Stateline

What We're Reading: Top State Stories 10/26

What We're Reading: Top State Stories 10/26

GA: Hundreds of Georgia absentee ballots at stake in court battle

ajc.com

A court order issued despite objections by Secretary of State Brian Kemp — the Republican nominee for Georgia governor — and other elections leaders could affect several hundred Georgia absentee ballots once the legal wrangling plays out.

MT: Republicans apologize for misleading publicity about absentee ballots in Montana

kbzk.com

The Republican National Committee has apologized for inaccuracies in a mailing that could have resulted in votes coming in too late to count. The mailer incorrectly stated that absentee ballots could be postmarked in Montana and still be counted if received after election day.

VT: Two men with the same name are running for Vermont House seats

vtdigger.com

Frank Davis and Frank Davis share more than a name. They are around the same age. One is originally from New Jersey, while the other is from New York. They are both former educators, and they both happen to be running for the Vermont House of Representatives in the November election.

MS: Mississippi judge replaces state flag in courtroom

clarionledger.com

A municipal judge ordered the removal of the Mississippi state flag, which contains the Confederate emblem, from his courtroom in 2017. Now, he’s flying a new proposed state flag in his courtroom.

PA: Electric scooters aren’t street legal in Pennsylvania

philly.com

Philadelphia officials believed a shared bike ordinance the city passed in June would cover scooters as well as bikes. But the city changed course after it discovered a June 2017 fact sheet released by the Pennsylvania Department of Transportation that says electric scooters are not street-legal. 

CT: Ahead of midterms, some Connecticut companies offer time off to vote

ctmirror.org

Federal law does not require that employers allow their workers time off to vote. But most states have at least some level of protection for employees who want to leave work to engage in their civic duty. Connecticut is among the minority of states that do not offer such protections.

TX: Texas county expands early voting on university campus after lawsuit

texastribune.org

Two days after students at Prairie View A&M University sued Waller County, Texas, over allegations that the county is suppressing the voting rights of black residents, the rural county said it is expanding early voting opportunities for students at the historically black university.

NY: New York election counsel accused of ‘disproportionate’ number of cases against minorities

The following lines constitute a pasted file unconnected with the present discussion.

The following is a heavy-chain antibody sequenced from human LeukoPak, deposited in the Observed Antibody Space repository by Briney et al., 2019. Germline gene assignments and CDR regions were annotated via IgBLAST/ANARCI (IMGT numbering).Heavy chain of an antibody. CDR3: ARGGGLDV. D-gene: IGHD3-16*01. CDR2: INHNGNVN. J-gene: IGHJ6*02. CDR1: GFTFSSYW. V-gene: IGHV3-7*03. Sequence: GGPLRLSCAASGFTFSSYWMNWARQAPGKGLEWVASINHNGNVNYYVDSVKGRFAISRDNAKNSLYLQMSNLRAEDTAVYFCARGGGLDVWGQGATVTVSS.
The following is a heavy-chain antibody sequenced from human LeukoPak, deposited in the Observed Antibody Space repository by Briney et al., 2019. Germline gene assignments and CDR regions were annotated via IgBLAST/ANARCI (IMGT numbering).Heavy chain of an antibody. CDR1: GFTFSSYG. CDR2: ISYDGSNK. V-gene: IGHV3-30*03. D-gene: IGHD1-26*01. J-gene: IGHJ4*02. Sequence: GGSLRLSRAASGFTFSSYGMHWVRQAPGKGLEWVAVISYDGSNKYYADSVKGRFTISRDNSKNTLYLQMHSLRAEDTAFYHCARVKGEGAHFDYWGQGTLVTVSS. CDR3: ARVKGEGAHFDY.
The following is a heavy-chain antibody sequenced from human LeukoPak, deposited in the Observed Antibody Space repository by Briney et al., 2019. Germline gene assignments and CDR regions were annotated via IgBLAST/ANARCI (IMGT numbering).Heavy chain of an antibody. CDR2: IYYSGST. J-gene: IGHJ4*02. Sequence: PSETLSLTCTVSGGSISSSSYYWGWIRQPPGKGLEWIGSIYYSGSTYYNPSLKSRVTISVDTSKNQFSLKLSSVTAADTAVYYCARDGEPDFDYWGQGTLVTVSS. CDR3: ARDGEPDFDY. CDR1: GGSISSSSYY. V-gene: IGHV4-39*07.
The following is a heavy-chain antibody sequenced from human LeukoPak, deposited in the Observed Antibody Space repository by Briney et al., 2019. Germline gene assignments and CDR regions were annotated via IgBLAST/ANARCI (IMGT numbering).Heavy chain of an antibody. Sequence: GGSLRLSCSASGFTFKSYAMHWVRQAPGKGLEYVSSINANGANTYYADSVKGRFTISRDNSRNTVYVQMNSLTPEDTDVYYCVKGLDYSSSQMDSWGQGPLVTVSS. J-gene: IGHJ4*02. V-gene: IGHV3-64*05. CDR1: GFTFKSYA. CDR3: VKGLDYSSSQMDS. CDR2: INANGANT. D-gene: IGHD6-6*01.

timesunion.com

A co-chairman of the New York state Board of Elections accused the office’s chief enforcement counsel of disproportionately targeting black and Hispanic political candidates. 

NM: Court says New Mexico can fine attorney general in cockfight case

santafenewmexican.com

A state court ruled that New Mexico can fine its own attorney general for withholding information under open records laws in a case involving a state task force that raided ranches looking for illegal cockfights. The ruling was seen as a victory for the public’s right to know. 

CA: Three California volcanoes are at the top of federal volcano threat list

latimes.com

Three of California’s volcanoes are still considered to be a very high threat to erupt, along with 15 others nationwide, according to the first update of the federal government’s volcano threat assessment in more than a decade.

MA: Opioid addiction in Massachusetts is much worse than thought, study finds

bostonglobe.com

A study from Boston Medical Center estimates that 275,000 Massachusetts residents, or nearly 5 percent of people older than age 11, suffered from opioid use disorder in 2015. Previous estimates based on national surveys pegged the number at just over 1 percent.

WV: West Virginia governor touts broadband network

wvgazette.com

In what he called an “incredible announcement,” Republican Gov. Jim Justice announced that a broadband network operator will build a fiber network route, crossing 200 miles of West Virginia.

KS: Methamphetamine fuels Kansas’ crime growth, experts say

kansas.com

Methamphetamine addiction is plaguing Kansas, driving up the crime rate and filling jails with people who would be better served in treatment centers, law enforcement leaders say.

Horse Massage Census Citizenship Question
EXPLORE MORE FROM STATELINE
Places
Topics